Dr Annelize van Niekerk
Annelize works on the representation of orography in the Met Office Unified Model.
Annelize is a scientist working on orographic drag processes and their impacts on the large scale circulation within models. Her focus is on constraining orographic drag for parametrization validation and improvement of the Met Office Unified Model. She is also interested in the drag produced by non-orographic gravity waves and their representation within models.
It is difficult to measure the drag from complex orography directly (or even indirectly). As a result, Annelize is currently working on utilising high resolution limited area models over complex mountain ranges, such as the Himalayas, as a proxy for observed orographic drag. This work will help gain insight into missing processes in the model as well as identifying deficiencies in the current orographic drag parametrization scheme.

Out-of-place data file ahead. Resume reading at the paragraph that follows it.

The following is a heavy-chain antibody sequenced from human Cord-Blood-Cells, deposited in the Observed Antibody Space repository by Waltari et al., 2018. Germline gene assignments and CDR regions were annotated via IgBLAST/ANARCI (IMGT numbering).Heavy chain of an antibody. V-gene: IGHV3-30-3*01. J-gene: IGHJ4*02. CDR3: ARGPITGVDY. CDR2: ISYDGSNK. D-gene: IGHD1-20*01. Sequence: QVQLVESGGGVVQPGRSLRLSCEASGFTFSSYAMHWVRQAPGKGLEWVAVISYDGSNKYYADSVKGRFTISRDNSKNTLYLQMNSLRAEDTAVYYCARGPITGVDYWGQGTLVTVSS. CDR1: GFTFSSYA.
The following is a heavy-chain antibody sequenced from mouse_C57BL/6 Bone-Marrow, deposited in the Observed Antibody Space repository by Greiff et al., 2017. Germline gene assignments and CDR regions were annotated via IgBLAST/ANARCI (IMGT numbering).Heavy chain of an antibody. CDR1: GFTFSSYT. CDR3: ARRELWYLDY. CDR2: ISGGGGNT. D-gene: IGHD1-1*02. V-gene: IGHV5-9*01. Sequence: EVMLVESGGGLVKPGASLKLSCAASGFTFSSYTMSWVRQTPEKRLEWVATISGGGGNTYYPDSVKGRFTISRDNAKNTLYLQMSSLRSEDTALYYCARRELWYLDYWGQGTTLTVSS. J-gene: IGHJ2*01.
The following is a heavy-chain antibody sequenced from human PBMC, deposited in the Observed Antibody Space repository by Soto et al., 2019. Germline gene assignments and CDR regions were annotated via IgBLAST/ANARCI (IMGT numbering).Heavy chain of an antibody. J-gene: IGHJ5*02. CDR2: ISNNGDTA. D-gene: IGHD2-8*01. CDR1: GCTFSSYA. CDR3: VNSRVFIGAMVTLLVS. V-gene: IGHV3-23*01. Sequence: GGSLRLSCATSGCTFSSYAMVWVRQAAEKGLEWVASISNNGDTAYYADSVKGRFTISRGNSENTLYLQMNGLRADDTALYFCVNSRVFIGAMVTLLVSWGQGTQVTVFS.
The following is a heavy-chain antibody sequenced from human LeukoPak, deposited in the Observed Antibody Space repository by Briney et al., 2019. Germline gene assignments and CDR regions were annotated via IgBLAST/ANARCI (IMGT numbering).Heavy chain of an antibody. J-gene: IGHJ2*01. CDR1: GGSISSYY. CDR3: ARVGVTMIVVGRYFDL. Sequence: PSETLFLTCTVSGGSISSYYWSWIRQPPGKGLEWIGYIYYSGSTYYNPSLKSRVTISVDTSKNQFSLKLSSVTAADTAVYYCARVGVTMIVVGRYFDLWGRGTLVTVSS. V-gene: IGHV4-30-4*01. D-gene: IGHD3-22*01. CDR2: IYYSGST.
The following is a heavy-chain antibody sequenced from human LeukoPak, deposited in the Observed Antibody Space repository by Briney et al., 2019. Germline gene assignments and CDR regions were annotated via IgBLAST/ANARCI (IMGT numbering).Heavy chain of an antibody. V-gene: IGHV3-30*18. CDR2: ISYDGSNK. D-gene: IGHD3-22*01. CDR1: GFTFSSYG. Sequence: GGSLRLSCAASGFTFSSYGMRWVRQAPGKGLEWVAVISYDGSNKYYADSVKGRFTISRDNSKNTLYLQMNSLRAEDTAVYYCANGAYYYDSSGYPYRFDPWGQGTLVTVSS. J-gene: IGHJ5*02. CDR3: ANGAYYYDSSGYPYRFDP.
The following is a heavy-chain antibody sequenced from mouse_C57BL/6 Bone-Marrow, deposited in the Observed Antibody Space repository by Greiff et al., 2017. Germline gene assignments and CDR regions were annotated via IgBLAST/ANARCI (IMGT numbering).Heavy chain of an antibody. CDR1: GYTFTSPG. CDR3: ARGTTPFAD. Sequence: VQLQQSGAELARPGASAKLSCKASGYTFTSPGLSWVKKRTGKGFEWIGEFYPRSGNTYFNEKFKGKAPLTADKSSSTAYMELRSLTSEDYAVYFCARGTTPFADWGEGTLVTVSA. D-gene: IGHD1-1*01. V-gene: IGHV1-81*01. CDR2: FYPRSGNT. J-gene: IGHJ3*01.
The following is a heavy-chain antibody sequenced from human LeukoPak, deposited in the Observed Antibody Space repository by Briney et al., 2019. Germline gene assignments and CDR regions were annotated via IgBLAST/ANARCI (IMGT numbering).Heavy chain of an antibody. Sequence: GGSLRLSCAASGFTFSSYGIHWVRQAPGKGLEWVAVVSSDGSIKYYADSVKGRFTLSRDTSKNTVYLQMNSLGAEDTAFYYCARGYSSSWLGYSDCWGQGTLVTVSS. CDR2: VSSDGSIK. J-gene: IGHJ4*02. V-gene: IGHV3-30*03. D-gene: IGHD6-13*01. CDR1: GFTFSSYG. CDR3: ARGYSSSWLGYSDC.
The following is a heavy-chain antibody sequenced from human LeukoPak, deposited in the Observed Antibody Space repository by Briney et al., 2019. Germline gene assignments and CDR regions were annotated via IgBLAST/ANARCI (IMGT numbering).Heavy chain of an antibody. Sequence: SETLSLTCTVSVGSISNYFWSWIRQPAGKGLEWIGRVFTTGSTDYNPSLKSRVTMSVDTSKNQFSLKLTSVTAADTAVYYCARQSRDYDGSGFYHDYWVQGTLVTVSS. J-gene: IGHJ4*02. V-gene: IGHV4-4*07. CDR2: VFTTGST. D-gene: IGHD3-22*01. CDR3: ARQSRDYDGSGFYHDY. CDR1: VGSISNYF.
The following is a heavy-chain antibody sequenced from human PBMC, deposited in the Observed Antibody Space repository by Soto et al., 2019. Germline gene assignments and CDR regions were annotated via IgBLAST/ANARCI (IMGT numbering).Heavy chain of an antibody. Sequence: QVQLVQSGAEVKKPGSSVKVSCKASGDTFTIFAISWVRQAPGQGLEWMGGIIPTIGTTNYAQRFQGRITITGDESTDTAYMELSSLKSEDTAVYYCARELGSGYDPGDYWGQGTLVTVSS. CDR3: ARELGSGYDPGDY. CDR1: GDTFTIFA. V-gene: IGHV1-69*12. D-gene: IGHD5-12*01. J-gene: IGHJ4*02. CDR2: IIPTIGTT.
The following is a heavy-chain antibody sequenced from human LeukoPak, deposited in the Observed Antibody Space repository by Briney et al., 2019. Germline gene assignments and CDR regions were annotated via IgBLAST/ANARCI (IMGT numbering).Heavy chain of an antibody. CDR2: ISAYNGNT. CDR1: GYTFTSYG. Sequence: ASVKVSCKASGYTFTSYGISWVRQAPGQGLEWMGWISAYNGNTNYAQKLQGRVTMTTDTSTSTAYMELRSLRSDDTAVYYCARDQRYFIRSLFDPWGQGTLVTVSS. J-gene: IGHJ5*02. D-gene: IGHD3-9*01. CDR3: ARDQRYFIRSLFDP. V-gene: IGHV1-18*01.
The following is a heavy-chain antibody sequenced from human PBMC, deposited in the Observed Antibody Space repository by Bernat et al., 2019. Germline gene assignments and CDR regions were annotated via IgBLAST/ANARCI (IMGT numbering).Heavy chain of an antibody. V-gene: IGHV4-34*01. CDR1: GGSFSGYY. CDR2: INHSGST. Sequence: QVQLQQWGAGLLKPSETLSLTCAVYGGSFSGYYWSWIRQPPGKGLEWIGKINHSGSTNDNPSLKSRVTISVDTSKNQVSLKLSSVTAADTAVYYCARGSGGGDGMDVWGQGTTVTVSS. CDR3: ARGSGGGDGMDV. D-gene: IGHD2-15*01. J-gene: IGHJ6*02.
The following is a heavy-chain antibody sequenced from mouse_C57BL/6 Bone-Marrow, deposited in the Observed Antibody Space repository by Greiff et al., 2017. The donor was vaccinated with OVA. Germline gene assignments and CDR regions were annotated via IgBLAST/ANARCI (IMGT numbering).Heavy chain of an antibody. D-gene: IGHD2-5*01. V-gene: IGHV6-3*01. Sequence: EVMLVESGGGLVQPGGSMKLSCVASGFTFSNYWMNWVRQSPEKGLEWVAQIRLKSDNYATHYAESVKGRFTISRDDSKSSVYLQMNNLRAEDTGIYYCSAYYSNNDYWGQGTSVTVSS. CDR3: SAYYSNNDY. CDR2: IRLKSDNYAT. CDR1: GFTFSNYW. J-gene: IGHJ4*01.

She has also been working with Perturbed Parameter Ensembles (PPEs) in collaboration with the Quantifying Uncertainty in Model Projections (QUMP) team. The aim of this work is to use PPEs and powerful statistical techniques to narrow the uncertainty in orographic drag parametrization (and other drag parametrizations) and to identify underlying issues with their formulation.
External collaboration activities also include: particicaption in the International Space Science Institute (ISSI) Bern team project: New Quantitative Constraints on Orographic Gravity Wave Stress and Drag; and leading a new Global Atmospheric Systems Studies (GASS) project on orographic drag and momentum transport.
Annelize joined the Met Office in May 2017, after completing her PhD in Meteorology at Reading University where she worked on the representation of orographic drag in models. Prior to this, she completed her undergraduate in Mathematics and Philosophy at the University of Liverpool in 2010 and went on to gain her masters in Astrophysics at Queen Mary, University of London in 2012.
Annelize was awarded the Royal Meteorological Society's L F Richardson Prize in 2018.